Jaxson Hayes: On-Ball Offense

Our scouting grades represent the composite opinion of at least three different scouts. Each category is graded based on how we view a player’s current ability level relative to NBA players at the same position (guard, wing, forward or big). A grade of 1 indicates replacement level, a grade of 5 indicates NBA average, and a grade of 10 indicates historically elite.


 
2-8.jpg

Ball-handling

Hayes has a steady handle for a big man, but isn't flashy. While he doesn't handle the ball very often, he has shown the ability to put the ball on the floor after a short roll, taking one dribble and using his length to attack the basket. He is smart about when to deploy this skill, usually opting to attack open space instead of facing down a defender while on the bounce. One major issue for his handle is an inability (or at the very least an unwillingness) to go left. He is very right-hand-dominant, a weakness which NBA teams will be able to key on and bring help in those limited situations where Hayes attacks the rim.


2-8.jpg

Passing

One of the knocks against Hayes's stat line is his lack of assists. While this criticism against his creation ability is valid, he has still shown a decent understanding of system passing. He can move the ball well for a big man within the designed flow of the offense and knows where his kick-outs on the play side are going to be. He hasn't shown much feel for finding shooters on the weak side, especially on the move as a roll man, a skill which would give him a deeper offensive dimension if developed. He will never be a high-post initiator, but he is at least willing to give the ball up instead of forcing a bad look.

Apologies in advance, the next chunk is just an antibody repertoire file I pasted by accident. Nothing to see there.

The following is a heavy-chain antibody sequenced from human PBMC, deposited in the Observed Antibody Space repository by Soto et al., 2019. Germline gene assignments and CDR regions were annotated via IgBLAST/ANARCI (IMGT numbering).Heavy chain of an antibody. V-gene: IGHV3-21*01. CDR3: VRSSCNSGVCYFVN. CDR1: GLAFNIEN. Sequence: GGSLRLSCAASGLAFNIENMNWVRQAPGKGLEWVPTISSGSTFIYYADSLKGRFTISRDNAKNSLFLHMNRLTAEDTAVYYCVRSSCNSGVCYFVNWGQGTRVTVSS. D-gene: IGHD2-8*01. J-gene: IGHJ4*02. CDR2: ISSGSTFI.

1-8.jpg

Shooting off the dribble

A skill that is rarely utilized outside of emergency situations, Hayes has a tendency to rush through his mechanics when pulling up off the dribble. He has good body control and can shoot with a solid base, but his upper body goes into super speed as he pulls up. Shooting off the dribble will not be a priority skill to develop in the next few seasons, but finding some touch will give him a dash of much needed variety in his offensive game.


4-8.jpg

Finishing off the dribble

Hayes usually attacks the basket off the short roll, or on occasion a long offensive rebound. He has a decent finishing ability off the dribble because he is judicious in his application of the skill, usually steering clear of crowded lanes. The reason he has an average score in this category, though, is that his limited application attacking the basket further minimizes his offensive versatility. He is also still learning to absorb contact and will occasionally try to finish tough shots after absorbing a blow. He is a right-hand-dominant dribbler and will need to develop some ambidexterity.


5-5.jpg

Finishing in the post

Hayes has a limited array of finishing moves in the post. He has a drop step from the right block over his left shoulder and a lefty jump hook from the left block. He rarely goes back to the middle of the paint and relies on angles as well as his length to get the ball up and over opponents. He has been efficient around the rim, though in conference play has started to curl the ball down toward his body when he feels contact, a maneuver which leaves him susceptible to shot blockers and limits his and-one potential.